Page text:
It derives its title from the author,

  • Wise instruction, appropriate proverbs, I have written in this book— I, Yeshua [Jesus] Ben Eleazar Ben Sira— as they poured forth from my heart’s understanding. (Sirach 50:27)

The title “Sirach” comes from the Greek form of the author’s name.

This book is a work from the early 2nd century BC written by the Jewish scribe Jesus ben Sirach of Jerusalem. The literal translation of “ben” is “son.”

Jesus ben Sirach may have authored the work in Alexandria, Egypt between 180–175 BC, where he is thought to have established a school. It was originally written in Hebrew. The text was translated into Greek by the author’s grandson after 117 BC, who also added a prologue which contains valuable information about the book, its author, and himself as translator.

Though “The Wisdom of Sira” seems to be the earliest title of the book it is also known by various names: “Book of the All-Virtuous Wisdom of Jesus ben Sira“, “Wisdom of Sirach“, “The Book Ecclesiasticus“, “Siracides“, “Proverbs of ben Sirach” (משלי בן סירא, Mišley ben Siraʼ), “Wisdom of ben Sirach” (חכמת בן סירא, Ḥokhmat ben Siraʼ), or simply “Sirach.”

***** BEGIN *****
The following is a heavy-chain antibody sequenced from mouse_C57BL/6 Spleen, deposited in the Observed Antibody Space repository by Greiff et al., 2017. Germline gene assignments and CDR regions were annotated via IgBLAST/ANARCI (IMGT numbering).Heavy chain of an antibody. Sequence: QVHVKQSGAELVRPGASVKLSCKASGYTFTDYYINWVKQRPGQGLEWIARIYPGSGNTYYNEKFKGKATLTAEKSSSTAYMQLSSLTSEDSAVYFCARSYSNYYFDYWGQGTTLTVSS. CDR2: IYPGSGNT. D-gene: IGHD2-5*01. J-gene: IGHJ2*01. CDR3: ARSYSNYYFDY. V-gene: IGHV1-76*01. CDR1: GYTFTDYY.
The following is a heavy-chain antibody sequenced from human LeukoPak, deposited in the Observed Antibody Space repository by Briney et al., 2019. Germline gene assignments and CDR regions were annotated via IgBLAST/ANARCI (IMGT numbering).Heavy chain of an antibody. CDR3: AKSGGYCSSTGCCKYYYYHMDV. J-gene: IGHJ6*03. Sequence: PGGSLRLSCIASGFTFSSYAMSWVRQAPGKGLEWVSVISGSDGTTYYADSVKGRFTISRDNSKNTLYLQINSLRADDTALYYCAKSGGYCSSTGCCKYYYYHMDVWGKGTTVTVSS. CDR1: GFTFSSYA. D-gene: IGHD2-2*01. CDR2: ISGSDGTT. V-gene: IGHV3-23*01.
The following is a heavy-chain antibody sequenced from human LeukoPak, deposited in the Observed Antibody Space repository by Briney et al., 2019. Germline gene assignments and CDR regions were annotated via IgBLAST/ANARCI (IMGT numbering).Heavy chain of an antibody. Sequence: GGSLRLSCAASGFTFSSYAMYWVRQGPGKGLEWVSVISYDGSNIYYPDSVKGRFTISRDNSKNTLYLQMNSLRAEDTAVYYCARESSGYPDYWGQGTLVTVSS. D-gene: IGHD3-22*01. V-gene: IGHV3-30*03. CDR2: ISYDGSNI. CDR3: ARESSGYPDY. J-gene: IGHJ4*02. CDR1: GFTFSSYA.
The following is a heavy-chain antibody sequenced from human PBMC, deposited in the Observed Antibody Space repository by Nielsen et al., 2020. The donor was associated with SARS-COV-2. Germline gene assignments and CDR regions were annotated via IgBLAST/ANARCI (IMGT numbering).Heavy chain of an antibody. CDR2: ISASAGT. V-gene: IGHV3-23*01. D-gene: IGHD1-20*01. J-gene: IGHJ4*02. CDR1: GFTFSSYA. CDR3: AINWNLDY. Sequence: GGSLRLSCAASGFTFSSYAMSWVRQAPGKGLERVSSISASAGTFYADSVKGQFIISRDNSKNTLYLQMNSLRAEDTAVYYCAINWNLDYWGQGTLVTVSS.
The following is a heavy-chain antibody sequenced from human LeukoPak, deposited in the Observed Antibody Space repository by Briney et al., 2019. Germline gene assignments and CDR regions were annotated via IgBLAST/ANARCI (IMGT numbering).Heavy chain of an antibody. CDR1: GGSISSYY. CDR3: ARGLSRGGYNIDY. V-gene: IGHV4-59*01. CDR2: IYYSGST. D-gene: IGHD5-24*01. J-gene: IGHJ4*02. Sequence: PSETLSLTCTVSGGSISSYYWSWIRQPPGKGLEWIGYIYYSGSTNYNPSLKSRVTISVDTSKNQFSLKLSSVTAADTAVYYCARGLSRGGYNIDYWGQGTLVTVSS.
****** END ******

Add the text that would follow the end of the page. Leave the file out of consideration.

Though there are numerous citations of Sirach in the Talmud and works of rabbinic literature (as “ספר בן סירא”, e.g., Hagigah 13a) the book was not accepted into the scriptural canon of Judaism after the first century A.D., nor, therefore, accepted by Protestants.

The Wisdom of Ben Sira has been recognized by the Catholic Church as inspired and canonical. The Foreword, though not properly part of the book, is always included with it because of its antiquity and importance. Sirach is also accepted as part of the Christian biblical canon by Eastern Orthodox, and most Oriental Orthodox churches.

The Greek Church Fathers also called it the “All-Virtuous Wisdom.” The Latin Church Fathers, beginning with Saint Cyprian, bishop of Carthage (died September 14, 258) termed it “Ecclesiasticus.” The designation “Liber Ecclesiasticus,” meaning “Church Book,” appended to some Greek and Latin manuscripts, is perhaps due to the extensive use the church made of this book in presenting moral teaching to catechumens and to the faithful.